A food safety factory shutdown has Americans hunting for baby formula. Readying themselves for a covid-19 lockdown, Chinese in Beijing emptied store shelves. Emerging from lockdown, some in Shanghai are visiting well-provisioned markets. U.S.-China agricultural trade is booming, but many are still being left hungry. Food security, sustainability and safety remain issues.
Tom Hollihan - U.S. Media Coverage of the Diaoyu-Senkaku Dispute
Tom Hollihan speaks during the conference Through Tinted Lenses? How Chinese and Americans See Each Other, hosted by the USC U.S.-China Institute, on the topic of security and regional disputes.
About the Speaker
Tom Hollihan teaches communication at USC. His research and writing focuses on argumentation, political campaign communication, contemporary rhetorical criticism, and the impact of globalization on public deliberation. His many books include The Dispute Over the Diayou/Senkaku Islands: How Media Narratives Shape Public Opinions and Challenge the Global Order (forthcoming), Uncivil Wars: Political Campaigns in a Media Age, and Arguments and Arguing: The Products and Process of Human Decision Making (with Kevin Baaske). Hollihan has also advised candidates, officials, military leaders, and organization heads.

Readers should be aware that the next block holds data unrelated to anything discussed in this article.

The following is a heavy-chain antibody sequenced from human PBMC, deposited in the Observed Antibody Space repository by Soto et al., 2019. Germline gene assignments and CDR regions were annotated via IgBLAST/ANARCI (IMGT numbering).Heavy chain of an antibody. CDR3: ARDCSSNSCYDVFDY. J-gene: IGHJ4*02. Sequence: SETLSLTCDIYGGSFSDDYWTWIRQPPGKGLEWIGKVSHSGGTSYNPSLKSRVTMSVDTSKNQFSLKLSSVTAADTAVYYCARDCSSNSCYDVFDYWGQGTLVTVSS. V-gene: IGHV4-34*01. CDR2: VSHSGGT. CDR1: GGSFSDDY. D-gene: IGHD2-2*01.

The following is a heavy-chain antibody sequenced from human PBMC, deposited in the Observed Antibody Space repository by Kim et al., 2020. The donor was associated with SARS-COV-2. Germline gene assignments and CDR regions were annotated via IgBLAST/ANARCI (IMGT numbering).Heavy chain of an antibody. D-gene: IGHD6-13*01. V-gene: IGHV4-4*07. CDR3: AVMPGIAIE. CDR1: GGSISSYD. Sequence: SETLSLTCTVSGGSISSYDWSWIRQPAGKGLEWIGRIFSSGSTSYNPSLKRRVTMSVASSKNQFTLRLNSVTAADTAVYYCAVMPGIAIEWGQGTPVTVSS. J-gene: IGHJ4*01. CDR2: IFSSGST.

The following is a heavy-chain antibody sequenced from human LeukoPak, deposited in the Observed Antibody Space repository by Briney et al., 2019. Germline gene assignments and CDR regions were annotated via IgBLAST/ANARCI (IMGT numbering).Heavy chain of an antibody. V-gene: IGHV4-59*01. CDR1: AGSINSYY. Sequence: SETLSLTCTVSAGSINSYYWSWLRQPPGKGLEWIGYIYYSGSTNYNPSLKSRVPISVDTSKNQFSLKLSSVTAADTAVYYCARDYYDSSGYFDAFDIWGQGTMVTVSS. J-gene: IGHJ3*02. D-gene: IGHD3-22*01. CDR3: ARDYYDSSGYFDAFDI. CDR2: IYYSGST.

This video is also available on the USCI YouTube Channel.
What do Americans and Chinese "know" about each other and how do they know it? What images do they have of each other's society and state? Where do these images come from? Why do some endure and others change? How do images vary with age and other factors? How do these perceptions affect the decisions and actions of governments, businesses, civic groups, and individuals?
On November 1-2, 2013, leading academics gathered with pollsters, journalists, diplomats, and entertainment industry practitioners to explore these questions and questions and others at a conference hosted by the USC U.S.-China Institute.
Polls suggest that a slight majority of Americans believe that the values of Chinese and Americans are so different that cooperation to address international problems is impossible. Most Chinese feel the U.S. is working to constrain China's continued rise. Americans and Chinese have increasingly negative impressions of each other's countries. Yet, we are visiting each other's countries more than ever before, becoming ever more intertwined, and are working cooperatively in many different ways to address pressing social, economic, and environmental issues. At the conference we examined how these exchanges affect perceptions along with the even more powerful role played by new and old media, popular entertainment, and political discourse.